AU-ICC Relations Under the Spotlight Again

African Union headquarters, Addis Ababa. Photo: Satu Ryynänen.
African Union headquarters, Addis Ababa. Photo: Satu Ryynänen/

African solidarity and autonomy were in the spotlight in May when the African Union (AU) celebrated the 50th anniversary of the establishment of the Organisation of African Unity, the AU’s predecessor. These ideals were expressed most strongly in the African leaders’ opposition to the International Criminal Court (ICC), especially its cases concerning Kenya, during the 21st Ordinary Session of the Assembly of Heads of State and Government in Addis Ababa from 26 to 27 May.

As has always been the case with AU decisions on the ICC and international justice, the continent’s leaders began by reiterating their ‘commitment to combating impunity and promoting democracy, the rule of law and good governance throughout the continent’. They also acknowledged Uganda’s presentation on behalf of the eastern African region on ‘international jurisdiction, international justice and the International Criminal Court’ – a hint perhaps of this region’s influence over the tone of the summit’s decision.

AU and Pan-Africanism: Beyond Rhetoric

50th Anniversary African Union Summit in Addis Ababa, Ethiopia
50th Anniversary African Union Summit in Addis Ababa, Ethiopia. Photo: U.S. Department of State.

This year marks the 50th anniversary of the founding of the Organisation of African Unity (OAU). The African Union (AU) has lined up several commemorative celebrations this week with the intention of reaffirming the spirit of pan-Africanism and African solidarity. However, several questions remain: Will the celebrations transcend both the cynicism and idealism that have accompanied previous debates on pan-Africanism? At a basic level, is pan-Africanism achievable? If it is, what concrete steps should be taken to move the continent towards that desired unity?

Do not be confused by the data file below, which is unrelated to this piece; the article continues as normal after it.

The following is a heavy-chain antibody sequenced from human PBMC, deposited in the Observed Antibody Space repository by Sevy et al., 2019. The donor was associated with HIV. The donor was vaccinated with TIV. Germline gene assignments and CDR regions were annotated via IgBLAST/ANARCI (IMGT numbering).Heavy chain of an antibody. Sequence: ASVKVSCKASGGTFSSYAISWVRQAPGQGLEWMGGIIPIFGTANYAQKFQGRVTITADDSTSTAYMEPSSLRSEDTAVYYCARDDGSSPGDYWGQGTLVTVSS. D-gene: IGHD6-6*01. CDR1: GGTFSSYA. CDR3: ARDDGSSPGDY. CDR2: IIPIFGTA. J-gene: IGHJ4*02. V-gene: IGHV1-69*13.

The idea of uniting Africa historically typified the quest for self-assertion and resistance to oppression and discrimination. In the recent past, however, in the context of the increasing global challenges affecting Africa, pan-Africanism evolved into a call for continental socio-economic and political unity. The transformation of the OAU into the AU was prompted by this desire to accelerate the process of integration.

Lessons from the Malian Crisis for the International Security Architecture

French VAB Vehicle Being Unloaded from RAF C17 in Mali
French VAB vehicle being unloaded from RAF C17 in Mali. Photo: Defence Images/flickr.

The response to the crisis in Mali has revealed the shortcomings of the multilateral security architecture in the Economic Community of West African States (ECOWAS), the African Union (AU) and the United Nations (UN). The response to the security situation in Mali has gone through four phases, with the first two each facing challenges that made it necessary to move on to the next step. The third phase was an interim measure to address the acceleration of events on the ground, paving the way to a fourth step currently under discussion at the UN.

The initial response, which spans the period from the March 2012 coup d’état to June 2012, was a regional one. Articulated by ECOWAS, it was centred on the decision to deploy a multidimensional mission – the ECOWAS Mission in Mali (MICEMA). However, this decision never went beyond the planning stages, having faced several obstacles, including the junta’s hostility to any armed presence in Bamako; the absence of consensus on the way forward with Algeria and, to a lesser extent, Mauritania, accentuated by the fact that these two countries do not belong to ECOWAS; and logistical and financial constraints that made it impossible to deploy in the absence of international support.

Uganda’s Somali Dilemma – Learning from Ethiopia’s Mistake

AMISOM’s Burundian Peacekeepers Prepare for Deployment, photo courtesy of US Army Africa/flickr

The West can afford to ignore Somalia, Africa cannot. On the evening of July 11th, three bombs went off in Uganda’s capital, Kampala, leaving at least 75 dead and many more injured. There was no need for investigations or inquiries; the perpetrators quickly and proudly claimed responsibility. Carrying out its first attack outside Somalia’s borders, the Islamic militia Al-Shabaab, announced that Uganda was paying the price for deploying troops to Somalia in support of the African Union peacekeeping mission (AMISOM) and the weak Transitional Federal Government (TFG).

The bombings warranted an immediate and stalwart response from Somalia’s neighbors—Ethiopia, Djibouti, Kenya, Uganda, and Sudan—who pledged to reinforce AMISOM with an extra 2,000 troops. It seems, however, that Uganda is also seeking to go beyond simply helping AMISOM.